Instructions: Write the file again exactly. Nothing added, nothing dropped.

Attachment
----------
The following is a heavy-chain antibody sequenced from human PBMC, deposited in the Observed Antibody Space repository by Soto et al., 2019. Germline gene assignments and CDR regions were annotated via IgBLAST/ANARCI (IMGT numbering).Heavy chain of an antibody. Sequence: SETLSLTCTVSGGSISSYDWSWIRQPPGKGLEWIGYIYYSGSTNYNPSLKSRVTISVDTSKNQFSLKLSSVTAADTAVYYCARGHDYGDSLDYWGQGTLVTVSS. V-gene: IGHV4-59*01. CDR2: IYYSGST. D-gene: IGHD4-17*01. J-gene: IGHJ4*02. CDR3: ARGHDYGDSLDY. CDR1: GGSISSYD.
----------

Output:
The following is a heavy-chain antibody sequenced from human PBMC, deposited in the Observed Antibody Space repository by Soto et al., 2019. Germline gene assignments and CDR regions were annotated via IgBLAST/ANARCI (IMGT numbering).Heavy chain of an antibody. Sequence: SETLSLTCTVSGGSISSYDWSWIRQPPGKGLEWIGYIYYSGSTNYNPSLKSRVTISVDTSKNQFSLKLSSVTAADTAVYYCARGHDYGDSLDYWGQGTLVTVSS. V-gene: IGHV4-59*01. CDR2: IYYSGST. D-gene: IGHD4-17*01. J-gene: IGHJ4*02. CDR3: ARGHDYGDSLDY. CDR1: GGSISSYD.